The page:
Add in the challenge of shopping not only for Christmas but my youngest’s birthday less than a week before, and it’s a fiscal nightmare.

Sure, I’ve tried to be proactive, dropping big hints lately that our toddler will need clothes for next summer, when the seasonal sales are wrapping up. And I always reassure my sister that shoes for the kids really aren’t boring, that both of mine could theoretically match Almeda Marcos in the love of a colorful pair of shoes. Or I recommend books they’ve loved at the library or activities they enjoy. (If anyone wants to spring for soccer for next spring at the parks and rec, I'm all for it!) But I can’t shake the feeling that we’ll be swimming in a sea of plastic come Christmas day.

The practical parents in us decided early on that the kids would get three presents from us at Christmas – it was good enough for Jesus, and frankly, we're not the only ones the gifts would be coming from. And so far, we’ve been able to brainstorm ideas for the oldest fairly easily. Her wishes for this year? Among them are dress-up clothes (easy enough to come up with at a resale shop) and, more interestingly, for her kitchen: “a greasy spoon for my pretend greasy eggs.” Frankly, not sure how to address that one. And we hit the back-to-school sales hard for new art supplies for her as well.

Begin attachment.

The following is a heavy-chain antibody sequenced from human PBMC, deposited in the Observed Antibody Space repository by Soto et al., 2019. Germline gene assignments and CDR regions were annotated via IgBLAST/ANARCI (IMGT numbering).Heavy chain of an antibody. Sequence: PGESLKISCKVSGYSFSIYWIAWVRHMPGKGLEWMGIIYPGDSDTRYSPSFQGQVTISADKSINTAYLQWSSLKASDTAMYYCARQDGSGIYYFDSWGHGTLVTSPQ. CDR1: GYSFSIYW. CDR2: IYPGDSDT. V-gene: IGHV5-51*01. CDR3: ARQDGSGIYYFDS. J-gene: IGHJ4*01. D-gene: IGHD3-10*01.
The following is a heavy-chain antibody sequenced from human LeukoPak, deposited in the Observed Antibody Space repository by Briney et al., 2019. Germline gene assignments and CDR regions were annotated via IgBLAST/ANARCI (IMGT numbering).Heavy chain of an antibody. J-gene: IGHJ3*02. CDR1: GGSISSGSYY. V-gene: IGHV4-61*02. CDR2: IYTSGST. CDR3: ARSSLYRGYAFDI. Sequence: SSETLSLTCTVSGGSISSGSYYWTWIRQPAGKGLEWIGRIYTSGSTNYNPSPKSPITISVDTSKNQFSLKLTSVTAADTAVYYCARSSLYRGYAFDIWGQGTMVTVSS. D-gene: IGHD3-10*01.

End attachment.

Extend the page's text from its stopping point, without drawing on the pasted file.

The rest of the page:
But the baby – can I still call him that as he approaches 2? – is a challenge. Sure, he loves to comment on every truck and bus he sees. But how many of those can you possibly buy, especially when you have a half-dozen cars you’re already tripping on that were his sister’s? Or when he loves to play with her kitchen, stroller, balls and toys as much as she does? Or when you practically step on a new Lego "creation" everywhere you turn?

Maybe I’m weird or old-fashioned, but I think gifts should be as much as about fun as they are about being useful. And not useful in the “let’s buy socks and underwear” sense as in buying things people will truly appreciate and use.

So I’ll throw it out to you. Any suggestions for the practical mom who needs to start planning for those special dates now? How do you treat your children without spoiling them too much?